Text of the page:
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why I quit running

"After this (Buffalo 100), no more running for at least 6 weeks. I mean it! Just peaks. Ridges. Mountains. I quit running!"

Sunrise from Grandeur Pk. Matt and Craig moved during the panorama
I laced up my La Sportiva Bushidos. The padded tongue, firm. The stabilizing heel cup felt nice cupping my tender ankles. Standing up, my legs felt good.  After months fighting shin splints and a stress reaction, I almost didn't feel any shin pain. Almost.

I checked the time. I was meeting my sister for a birthday lunch soon, but I could squeeze this in: a quick summit of Mt. Wire. I wouldn't have time to come down George's Hollow, but if I came down the face again I could change in the car and hurry to make it lunch on time.

This would be my first time out since the Buffalo 100.
Cherri on Parley's - Emigration Ridge
Just walking from the car to the trail felt tiring, my legs stiff and heavy. Rain was dusting my jacket. I zipped my key into my pocket and fidgeted with the trekking pole straps while I waited for my watch to find satellites.

No more procrastinating.

This was what my body was waiting for, anyways. The oft busy BST trails were empty, likely due to the weather that had turned to hail. It was quiet, if the pattering of hail can be called quiet. Each step my achilles and calf would burn, but they'd burn with excitement. I struggled to find a rhythm I had forgotten- the rhythm of deep, sharp breaths on a steep slope, a rhythm lost to me during my many flat training runs.

J finding the uphill rhythm while running the Zion Traverse, her report for our run here 
Breathing, poles, rocks. Each freeing step shook hail from my shoulders. A summit. I would get a birthday summit.

I approached the section of trail strava has named the "no talking zone." Steep and rocky, this section reminds me of a mountain ridge, an exposed spine of choppy, uneven steps. The are rare and lone trees, and brush lurks beside the spine. Every summit, this is my favorite part. I relished each step, each noisy breath, each cut-out rock tangled into a trail. I pushed harder; I felt alive. I was alive. Pushing life into each step, existing in moments caught between footwork and views. The clouds enveloped me and snow began to dance around. I ran the rolling portions between the brush. I never can decide if I'm grateful for the trail through the tangled scrub oak there. I have a special place in my heart for breaking through brush.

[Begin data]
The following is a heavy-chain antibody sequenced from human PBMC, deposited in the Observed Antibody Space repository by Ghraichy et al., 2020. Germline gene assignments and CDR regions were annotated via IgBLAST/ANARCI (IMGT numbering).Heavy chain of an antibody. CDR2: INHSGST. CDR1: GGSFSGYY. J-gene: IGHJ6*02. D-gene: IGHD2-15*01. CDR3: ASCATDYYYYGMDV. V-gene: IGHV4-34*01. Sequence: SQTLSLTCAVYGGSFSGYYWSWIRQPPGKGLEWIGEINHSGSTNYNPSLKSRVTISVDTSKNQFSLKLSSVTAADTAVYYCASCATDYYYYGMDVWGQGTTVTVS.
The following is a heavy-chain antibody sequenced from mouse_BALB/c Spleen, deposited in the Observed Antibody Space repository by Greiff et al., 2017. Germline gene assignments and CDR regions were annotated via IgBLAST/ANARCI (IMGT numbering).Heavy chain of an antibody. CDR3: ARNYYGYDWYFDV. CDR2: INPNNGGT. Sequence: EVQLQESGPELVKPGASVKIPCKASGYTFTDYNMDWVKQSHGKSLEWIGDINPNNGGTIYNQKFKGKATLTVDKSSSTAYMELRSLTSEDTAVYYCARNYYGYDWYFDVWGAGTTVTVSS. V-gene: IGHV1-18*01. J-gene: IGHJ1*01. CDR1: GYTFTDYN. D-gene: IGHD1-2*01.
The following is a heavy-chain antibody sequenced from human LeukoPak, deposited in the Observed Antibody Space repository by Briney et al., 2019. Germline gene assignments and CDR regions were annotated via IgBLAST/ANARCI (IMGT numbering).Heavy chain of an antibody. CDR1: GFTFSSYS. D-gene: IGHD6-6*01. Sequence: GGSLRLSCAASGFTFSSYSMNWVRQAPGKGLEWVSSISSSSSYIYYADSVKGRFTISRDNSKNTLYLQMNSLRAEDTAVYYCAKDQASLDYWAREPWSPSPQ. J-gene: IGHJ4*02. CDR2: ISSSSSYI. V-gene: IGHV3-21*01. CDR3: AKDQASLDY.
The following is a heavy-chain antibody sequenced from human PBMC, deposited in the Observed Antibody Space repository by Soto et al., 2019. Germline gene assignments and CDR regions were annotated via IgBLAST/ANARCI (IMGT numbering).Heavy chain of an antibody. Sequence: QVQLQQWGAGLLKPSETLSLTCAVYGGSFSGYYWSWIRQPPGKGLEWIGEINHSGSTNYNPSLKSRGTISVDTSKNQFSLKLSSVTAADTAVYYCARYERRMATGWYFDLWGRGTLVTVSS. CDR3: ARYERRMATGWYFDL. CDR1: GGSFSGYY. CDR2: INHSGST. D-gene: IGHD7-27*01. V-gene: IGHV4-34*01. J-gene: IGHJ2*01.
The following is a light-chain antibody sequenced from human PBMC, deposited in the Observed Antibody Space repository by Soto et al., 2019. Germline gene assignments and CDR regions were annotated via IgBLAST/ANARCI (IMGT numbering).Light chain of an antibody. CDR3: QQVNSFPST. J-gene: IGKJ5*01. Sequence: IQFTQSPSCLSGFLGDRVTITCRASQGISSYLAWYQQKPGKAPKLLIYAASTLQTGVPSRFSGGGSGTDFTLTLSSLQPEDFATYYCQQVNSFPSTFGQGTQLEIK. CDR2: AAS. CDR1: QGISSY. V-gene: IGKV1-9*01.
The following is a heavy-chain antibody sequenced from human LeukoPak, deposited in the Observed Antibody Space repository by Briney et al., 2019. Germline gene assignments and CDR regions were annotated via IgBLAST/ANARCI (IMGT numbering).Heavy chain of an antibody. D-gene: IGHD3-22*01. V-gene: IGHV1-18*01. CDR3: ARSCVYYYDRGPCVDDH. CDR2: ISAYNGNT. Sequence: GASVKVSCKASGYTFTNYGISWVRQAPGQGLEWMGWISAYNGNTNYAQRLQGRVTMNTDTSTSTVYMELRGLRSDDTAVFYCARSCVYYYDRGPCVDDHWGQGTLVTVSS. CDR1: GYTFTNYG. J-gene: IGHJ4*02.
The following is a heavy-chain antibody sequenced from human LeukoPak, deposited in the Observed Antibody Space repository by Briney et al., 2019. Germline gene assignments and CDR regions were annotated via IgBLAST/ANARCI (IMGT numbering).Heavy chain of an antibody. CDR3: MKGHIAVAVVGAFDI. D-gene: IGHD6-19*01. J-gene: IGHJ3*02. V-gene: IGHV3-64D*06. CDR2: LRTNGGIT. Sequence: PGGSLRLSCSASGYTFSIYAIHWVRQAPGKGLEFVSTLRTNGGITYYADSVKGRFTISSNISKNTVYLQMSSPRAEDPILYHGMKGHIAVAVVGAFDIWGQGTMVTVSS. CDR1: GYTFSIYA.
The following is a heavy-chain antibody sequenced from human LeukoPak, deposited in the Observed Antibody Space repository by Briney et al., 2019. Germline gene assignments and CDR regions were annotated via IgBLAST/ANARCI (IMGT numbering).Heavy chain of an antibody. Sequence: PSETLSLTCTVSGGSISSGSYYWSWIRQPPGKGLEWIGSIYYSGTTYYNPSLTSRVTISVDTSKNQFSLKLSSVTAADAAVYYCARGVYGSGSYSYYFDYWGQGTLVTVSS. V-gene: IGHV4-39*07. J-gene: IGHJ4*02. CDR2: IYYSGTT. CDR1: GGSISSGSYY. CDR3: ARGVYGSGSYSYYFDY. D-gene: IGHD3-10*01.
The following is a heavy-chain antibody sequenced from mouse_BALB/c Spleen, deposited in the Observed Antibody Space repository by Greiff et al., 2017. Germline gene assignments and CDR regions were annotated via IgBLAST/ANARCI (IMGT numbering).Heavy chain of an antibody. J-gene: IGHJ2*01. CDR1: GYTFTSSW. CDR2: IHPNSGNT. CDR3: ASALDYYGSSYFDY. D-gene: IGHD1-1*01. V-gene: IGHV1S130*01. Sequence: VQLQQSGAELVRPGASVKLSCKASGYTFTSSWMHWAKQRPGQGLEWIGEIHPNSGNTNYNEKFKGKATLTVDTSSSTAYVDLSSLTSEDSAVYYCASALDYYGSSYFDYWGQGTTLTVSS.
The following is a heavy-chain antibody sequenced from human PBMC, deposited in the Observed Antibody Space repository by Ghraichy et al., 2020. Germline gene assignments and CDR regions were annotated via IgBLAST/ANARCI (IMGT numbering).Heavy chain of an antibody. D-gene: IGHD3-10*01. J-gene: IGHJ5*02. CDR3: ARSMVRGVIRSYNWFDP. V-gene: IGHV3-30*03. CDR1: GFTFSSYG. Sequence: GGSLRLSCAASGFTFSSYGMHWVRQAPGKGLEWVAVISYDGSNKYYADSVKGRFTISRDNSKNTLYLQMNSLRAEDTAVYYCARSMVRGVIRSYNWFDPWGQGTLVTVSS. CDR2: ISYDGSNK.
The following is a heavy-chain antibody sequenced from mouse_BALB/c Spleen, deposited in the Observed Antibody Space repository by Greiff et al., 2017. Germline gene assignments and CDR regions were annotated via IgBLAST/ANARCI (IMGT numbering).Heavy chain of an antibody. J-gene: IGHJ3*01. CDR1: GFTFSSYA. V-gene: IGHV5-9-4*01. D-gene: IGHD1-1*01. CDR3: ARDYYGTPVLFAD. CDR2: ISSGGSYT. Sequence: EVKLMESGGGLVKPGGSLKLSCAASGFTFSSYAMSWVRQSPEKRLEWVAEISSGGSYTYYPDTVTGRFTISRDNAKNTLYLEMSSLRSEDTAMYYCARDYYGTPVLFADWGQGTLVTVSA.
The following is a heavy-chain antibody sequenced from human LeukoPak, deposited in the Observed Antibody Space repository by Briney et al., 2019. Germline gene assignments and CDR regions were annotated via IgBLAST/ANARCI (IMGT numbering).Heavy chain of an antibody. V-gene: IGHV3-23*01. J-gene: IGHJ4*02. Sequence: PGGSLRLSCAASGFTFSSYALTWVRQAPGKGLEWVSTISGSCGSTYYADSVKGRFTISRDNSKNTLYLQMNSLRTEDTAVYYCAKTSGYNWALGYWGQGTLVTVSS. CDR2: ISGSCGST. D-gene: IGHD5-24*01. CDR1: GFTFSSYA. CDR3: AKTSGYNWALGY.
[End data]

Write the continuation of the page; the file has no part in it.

Matt Williams on the summit of Perkins Peak
Then, the final summit push. Just an inch or two of snow. I smiled thinking of the pool-side birthday parties of my youth, the sunshiney days of southern California. Instead here I was, alone atop Mt. Wire, trekking poles and gloves in silent snowfall.
"cougar cub" tracks on Wire (for Scott. ha)
I let my breathing slow and gave myself a couple seconds to drink it in. No more early mornings in corner canyon. No more flat trails. No more pressure--the only pressure now would be to run faster than lightning storms could gather, to have strength to scramble exposed cliff-sides with immaculate performance. The pressure of mountains is to stay alive, and if I could, I would thrive.

Searching the summit views I was grateful that the nearby mountains were masqued by clouds, I couldn't hear their beckoning call. I was allowed the peace of the singular mountain I was on, reassured that from this point forward, I could run summits. No roads. No tempos. No quick 10 milers. Just quiet, peaceful peaks.
Grateful for friends who aren't afraid of a little brush.
I began my slow trot down, not wanting to risk slipping with unsteady legs still tired from the 100 mile race only days before. The snow was moist and the hail had picked up again. The stinging of the pelts on my quads made me smile. I loved the unpredictability of mountains, their weather, their magnitude. I love that they bite back.
Coming down Wire on Georges in April snow, photo by Craig

The aggression and passion of mountains match mine. We bite, claw, redline... but stop to let minutes tick by to observe a sunrise, dip tired legs into a cool stream, and lay on a summit laughing with friends. Extroverted by appearance and introverted by a harsh, misunderstood nature. Despite my love, the mountains will never give me anything. Still I swirled the thoughts of peaks and summer goals around, rolling them over and over in my thoughts. This was satisfying, even if it only was Wire, my "baby mountain." My baby mountain.

The hail turned to heavy rain, and I was grateful to approach the parking lot. I had summited in a PR time for me, although I hadn't planned for it, and the time wasn't impressive. Still, my body was yearning to go up, up, up. No more flats.

No more running.

Just summits.

*note: all pics are from the last month's "recovery" summits. Only 3 runs since Buffalo 100 haven't included a summit, and two of those still included 2000+ vert in very few miles.


  1. Whew, glad to hear you're still out there and not sitting on the couch.

  2. Beautifully written, my friend. Life is constantly teaching me that there is more to it than to run, run, run. I've always gotten the feeling that, with you, running is simply one method of getting you to the other peaks and high points along those lines you visualize--but that's another essay for another day.

  3. You could say that running is your means to an end. Get to the peak and back to your car quicker. It allows you to avoid wearing a heavy pack...which you hate as much as an ingrown toenail. :)


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